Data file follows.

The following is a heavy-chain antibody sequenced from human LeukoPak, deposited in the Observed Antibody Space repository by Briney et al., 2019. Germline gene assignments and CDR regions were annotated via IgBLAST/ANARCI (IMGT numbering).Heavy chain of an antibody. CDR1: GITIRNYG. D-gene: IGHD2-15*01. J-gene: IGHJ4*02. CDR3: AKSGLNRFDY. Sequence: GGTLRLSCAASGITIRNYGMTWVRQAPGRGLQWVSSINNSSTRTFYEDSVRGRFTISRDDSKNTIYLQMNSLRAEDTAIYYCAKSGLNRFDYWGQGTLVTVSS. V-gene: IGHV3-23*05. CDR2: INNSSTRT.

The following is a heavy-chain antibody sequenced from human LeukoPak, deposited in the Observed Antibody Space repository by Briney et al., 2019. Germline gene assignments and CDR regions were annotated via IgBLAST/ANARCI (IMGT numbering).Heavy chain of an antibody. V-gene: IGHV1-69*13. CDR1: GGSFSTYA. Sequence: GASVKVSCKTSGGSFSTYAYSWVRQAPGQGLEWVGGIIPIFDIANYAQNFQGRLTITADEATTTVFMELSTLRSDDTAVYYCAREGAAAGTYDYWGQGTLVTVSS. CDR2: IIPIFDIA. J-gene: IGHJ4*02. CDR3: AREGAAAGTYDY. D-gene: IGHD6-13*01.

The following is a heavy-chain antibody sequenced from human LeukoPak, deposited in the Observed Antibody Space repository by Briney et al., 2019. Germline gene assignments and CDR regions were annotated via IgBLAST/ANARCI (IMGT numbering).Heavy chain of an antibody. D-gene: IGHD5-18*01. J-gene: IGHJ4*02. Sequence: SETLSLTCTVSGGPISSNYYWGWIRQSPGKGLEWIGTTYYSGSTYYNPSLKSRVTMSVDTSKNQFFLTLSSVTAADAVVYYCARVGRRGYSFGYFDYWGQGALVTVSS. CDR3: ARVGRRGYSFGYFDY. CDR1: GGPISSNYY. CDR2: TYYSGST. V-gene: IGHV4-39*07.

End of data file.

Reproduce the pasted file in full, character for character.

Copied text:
The following is a heavy-chain antibody sequenced from human LeukoPak, deposited in the Observed Antibody Space repository by Briney et al., 2019. Germline gene assignments and CDR regions were annotated via IgBLAST/ANARCI (IMGT numbering).Heavy chain of an antibody. CDR1: GITIRNYG. D-gene: IGHD2-15*01. J-gene: IGHJ4*02. CDR3: AKSGLNRFDY. Sequence: GGTLRLSCAASGITIRNYGMTWVRQAPGRGLQWVSSINNSSTRTFYEDSVRGRFTISRDDSKNTIYLQMNSLRAEDTAIYYCAKSGLNRFDYWGQGTLVTVSS. V-gene: IGHV3-23*05. CDR2: INNSSTRT.

The following is a heavy-chain antibody sequenced from human LeukoPak, deposited in the Observed Antibody Space repository by Briney et al., 2019. Germline gene assignments and CDR regions were annotated via IgBLAST/ANARCI (IMGT numbering).Heavy chain of an antibody. V-gene: IGHV1-69*13. CDR1: GGSFSTYA. Sequence: GASVKVSCKTSGGSFSTYAYSWVRQAPGQGLEWVGGIIPIFDIANYAQNFQGRLTITADEATTTVFMELSTLRSDDTAVYYCAREGAAAGTYDYWGQGTLVTVSS. CDR2: IIPIFDIA. J-gene: IGHJ4*02. CDR3: AREGAAAGTYDY. D-gene: IGHD6-13*01.

The following is a heavy-chain antibody sequenced from human LeukoPak, deposited in the Observed Antibody Space repository by Briney et al., 2019. Germline gene assignments and CDR regions were annotated via IgBLAST/ANARCI (IMGT numbering).Heavy chain of an antibody. D-gene: IGHD5-18*01. J-gene: IGHJ4*02. Sequence: SETLSLTCTVSGGPISSNYYWGWIRQSPGKGLEWIGTTYYSGSTYYNPSLKSRVTMSVDTSKNQFFLTLSSVTAADAVVYYCARVGRRGYSFGYFDYWGQGALVTVSS. CDR3: ARVGRRGYSFGYFDY. CDR1: GGPISSNYY. CDR2: TYYSGST. V-gene: IGHV4-39*07.